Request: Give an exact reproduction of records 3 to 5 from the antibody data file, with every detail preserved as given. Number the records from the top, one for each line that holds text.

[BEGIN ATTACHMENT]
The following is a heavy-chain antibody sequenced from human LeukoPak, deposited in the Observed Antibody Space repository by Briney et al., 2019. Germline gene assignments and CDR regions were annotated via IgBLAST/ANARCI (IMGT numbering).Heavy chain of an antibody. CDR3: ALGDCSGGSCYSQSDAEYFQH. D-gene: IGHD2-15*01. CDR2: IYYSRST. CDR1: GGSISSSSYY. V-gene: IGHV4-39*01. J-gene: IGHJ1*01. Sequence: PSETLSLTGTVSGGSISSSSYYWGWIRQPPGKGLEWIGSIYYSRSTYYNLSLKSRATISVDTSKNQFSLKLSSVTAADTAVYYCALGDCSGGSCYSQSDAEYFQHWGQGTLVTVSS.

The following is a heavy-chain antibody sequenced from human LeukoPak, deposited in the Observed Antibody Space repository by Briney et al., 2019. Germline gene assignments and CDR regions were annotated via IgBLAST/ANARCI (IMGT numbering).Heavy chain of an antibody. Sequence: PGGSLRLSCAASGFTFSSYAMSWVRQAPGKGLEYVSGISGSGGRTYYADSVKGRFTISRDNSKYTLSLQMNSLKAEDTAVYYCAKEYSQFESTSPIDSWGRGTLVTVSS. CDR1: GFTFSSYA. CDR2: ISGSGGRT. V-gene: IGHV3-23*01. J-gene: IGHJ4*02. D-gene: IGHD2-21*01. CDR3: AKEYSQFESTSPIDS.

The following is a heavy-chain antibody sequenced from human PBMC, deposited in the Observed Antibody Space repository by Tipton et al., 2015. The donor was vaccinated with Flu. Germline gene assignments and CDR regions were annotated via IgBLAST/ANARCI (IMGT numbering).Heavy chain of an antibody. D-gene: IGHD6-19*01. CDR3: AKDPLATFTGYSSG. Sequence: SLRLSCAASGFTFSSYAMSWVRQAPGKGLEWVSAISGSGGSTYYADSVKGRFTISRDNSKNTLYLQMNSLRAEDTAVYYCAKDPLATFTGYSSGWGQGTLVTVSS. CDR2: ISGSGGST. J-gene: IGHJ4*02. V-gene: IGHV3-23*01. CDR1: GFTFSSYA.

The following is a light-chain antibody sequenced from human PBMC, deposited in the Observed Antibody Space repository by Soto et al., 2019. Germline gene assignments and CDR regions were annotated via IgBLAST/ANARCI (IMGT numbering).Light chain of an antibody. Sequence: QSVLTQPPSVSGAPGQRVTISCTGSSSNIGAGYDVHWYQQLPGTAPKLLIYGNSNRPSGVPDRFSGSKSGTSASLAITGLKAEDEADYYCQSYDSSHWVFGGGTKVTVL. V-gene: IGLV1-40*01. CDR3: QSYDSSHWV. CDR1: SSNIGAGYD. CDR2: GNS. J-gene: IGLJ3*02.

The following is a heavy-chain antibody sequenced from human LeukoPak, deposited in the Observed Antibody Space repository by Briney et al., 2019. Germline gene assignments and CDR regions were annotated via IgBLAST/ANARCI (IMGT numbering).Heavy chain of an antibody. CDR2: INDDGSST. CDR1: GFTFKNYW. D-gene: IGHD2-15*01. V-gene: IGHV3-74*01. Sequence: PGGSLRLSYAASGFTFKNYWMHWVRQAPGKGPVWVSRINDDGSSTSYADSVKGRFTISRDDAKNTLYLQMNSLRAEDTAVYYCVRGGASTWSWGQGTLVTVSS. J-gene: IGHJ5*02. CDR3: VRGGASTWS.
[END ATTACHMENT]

The following is a heavy-chain antibody sequenced from human PBMC, deposited in the Observed Antibody Space repository by Tipton et al., 2015. The donor was vaccinated with Flu. Germline gene assignments and CDR regions were annotated via IgBLAST/ANARCI (IMGT numbering).Heavy chain of an antibody. D-gene: IGHD6-19*01. CDR3: AKDPLATFTGYSSG. Sequence: SLRLSCAASGFTFSSYAMSWVRQAPGKGLEWVSAISGSGGSTYYADSVKGRFTISRDNSKNTLYLQMNSLRAEDTAVYYCAKDPLATFTGYSSGWGQGTLVTVSS. CDR2: ISGSGGST. J-gene: IGHJ4*02. V-gene: IGHV3-23*01. CDR1: GFTFSSYA.

The following is a light-chain antibody sequenced from human PBMC, deposited in the Observed Antibody Space repository by Soto et al., 2019. Germline gene assignments and CDR regions were annotated via IgBLAST/ANARCI (IMGT numbering).Light chain of an antibody. Sequence: QSVLTQPPSVSGAPGQRVTISCTGSSSNIGAGYDVHWYQQLPGTAPKLLIYGNSNRPSGVPDRFSGSKSGTSASLAITGLKAEDEADYYCQSYDSSHWVFGGGTKVTVL. V-gene: IGLV1-40*01. CDR3: QSYDSSHWV. CDR1: SSNIGAGYD. CDR2: GNS. J-gene: IGLJ3*02.

The following is a heavy-chain antibody sequenced from human LeukoPak, deposited in the Observed Antibody Space repository by Briney et al., 2019. Germline gene assignments and CDR regions were annotated via IgBLAST/ANARCI (IMGT numbering).Heavy chain of an antibody. CDR2: INDDGSST. CDR1: GFTFKNYW. D-gene: IGHD2-15*01. V-gene: IGHV3-74*01. Sequence: PGGSLRLSYAASGFTFKNYWMHWVRQAPGKGPVWVSRINDDGSSTSYADSVKGRFTISRDDAKNTLYLQMNSLRAEDTAVYYCVRGGASTWSWGQGTLVTVSS. J-gene: IGHJ5*02. CDR3: VRGGASTWS.